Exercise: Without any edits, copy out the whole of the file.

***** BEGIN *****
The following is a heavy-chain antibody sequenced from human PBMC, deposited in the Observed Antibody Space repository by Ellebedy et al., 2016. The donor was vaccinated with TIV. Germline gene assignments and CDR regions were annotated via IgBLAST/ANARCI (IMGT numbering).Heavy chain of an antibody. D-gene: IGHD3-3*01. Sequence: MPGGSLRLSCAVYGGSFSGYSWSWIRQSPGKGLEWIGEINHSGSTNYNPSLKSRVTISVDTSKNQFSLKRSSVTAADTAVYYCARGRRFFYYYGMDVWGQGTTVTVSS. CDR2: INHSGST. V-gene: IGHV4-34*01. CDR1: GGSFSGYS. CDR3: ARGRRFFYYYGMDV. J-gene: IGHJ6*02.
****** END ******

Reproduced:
The following is a heavy-chain antibody sequenced from human PBMC, deposited in the Observed Antibody Space repository by Ellebedy et al., 2016. The donor was vaccinated with TIV. Germline gene assignments and CDR regions were annotated via IgBLAST/ANARCI (IMGT numbering).Heavy chain of an antibody. D-gene: IGHD3-3*01. Sequence: MPGGSLRLSCAVYGGSFSGYSWSWIRQSPGKGLEWIGEINHSGSTNYNPSLKSRVTISVDTSKNQFSLKRSSVTAADTAVYYCARGRRFFYYYGMDVWGQGTTVTVSS. CDR2: INHSGST. V-gene: IGHV4-34*01. CDR1: GGSFSGYS. CDR3: ARGRRFFYYYGMDV. J-gene: IGHJ6*02.